The brake pedal has been set up with a very gentle initial feel. This is presumably to discourage sharp braking, which tends not to be energy efficient, but the result can be alarming if you’re not expecting it. Give the pedal a proper stomp, however, and the Ioniq Electric will stop smartly enough.
The instrument panel reconfigures when the car is put into sport mode, to show what percentage of full power you’re using. A permanent gauge to the left of the instrument panel also swings between power, eco and charging segments, providing a guide to efficient acceleration and braking, while an area to the right can be configured to show a variety of different things including satnav directions or energy flows from battery to wheels.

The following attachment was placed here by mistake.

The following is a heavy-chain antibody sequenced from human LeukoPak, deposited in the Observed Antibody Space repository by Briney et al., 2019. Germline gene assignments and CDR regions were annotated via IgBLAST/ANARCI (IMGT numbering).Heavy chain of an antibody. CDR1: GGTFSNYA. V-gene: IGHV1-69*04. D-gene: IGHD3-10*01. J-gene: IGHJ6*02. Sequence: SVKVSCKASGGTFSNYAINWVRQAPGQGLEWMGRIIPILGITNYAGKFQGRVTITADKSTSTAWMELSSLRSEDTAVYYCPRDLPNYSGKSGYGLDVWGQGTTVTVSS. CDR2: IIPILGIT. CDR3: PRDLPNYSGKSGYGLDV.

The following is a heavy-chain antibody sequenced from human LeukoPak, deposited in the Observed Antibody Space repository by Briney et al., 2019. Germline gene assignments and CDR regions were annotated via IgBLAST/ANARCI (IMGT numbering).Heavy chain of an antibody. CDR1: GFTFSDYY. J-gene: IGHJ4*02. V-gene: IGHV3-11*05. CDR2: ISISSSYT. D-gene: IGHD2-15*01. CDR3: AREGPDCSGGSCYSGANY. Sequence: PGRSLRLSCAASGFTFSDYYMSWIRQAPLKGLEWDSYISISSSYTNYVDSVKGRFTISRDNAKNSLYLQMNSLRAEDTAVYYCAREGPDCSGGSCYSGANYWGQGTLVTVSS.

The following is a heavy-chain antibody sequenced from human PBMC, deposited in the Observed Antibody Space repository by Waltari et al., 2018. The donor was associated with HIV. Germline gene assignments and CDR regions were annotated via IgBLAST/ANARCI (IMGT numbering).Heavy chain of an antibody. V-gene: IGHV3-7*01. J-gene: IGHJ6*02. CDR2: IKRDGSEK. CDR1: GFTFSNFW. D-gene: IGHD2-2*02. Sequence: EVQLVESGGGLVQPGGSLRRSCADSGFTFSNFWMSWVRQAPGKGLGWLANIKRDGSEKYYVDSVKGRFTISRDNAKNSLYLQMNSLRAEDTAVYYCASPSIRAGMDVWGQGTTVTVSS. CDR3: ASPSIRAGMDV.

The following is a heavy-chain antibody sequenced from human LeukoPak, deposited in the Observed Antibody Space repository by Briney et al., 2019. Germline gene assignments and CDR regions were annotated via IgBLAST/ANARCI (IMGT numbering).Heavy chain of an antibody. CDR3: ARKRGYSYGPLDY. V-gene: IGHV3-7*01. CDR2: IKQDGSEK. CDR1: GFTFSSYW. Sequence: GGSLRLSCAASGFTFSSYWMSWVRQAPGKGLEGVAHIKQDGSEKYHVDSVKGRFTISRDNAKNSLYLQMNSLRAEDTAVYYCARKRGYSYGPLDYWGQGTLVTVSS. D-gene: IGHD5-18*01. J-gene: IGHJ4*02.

Prices start at £24,495 (including plug-in car grant of £4,500) for the Premium trim level, while another £1,800 buys the top Premium SE edition. Standard equipment is pretty generous with both versions offering LED lights all round, adaptive cruise control, reversing camera, satnav, keyless entry, heated seats, efficient heat-pump heating and rapid charging support. These things considered, the Hyundai seems very reasonably priced compared to a 30kWh Leaf.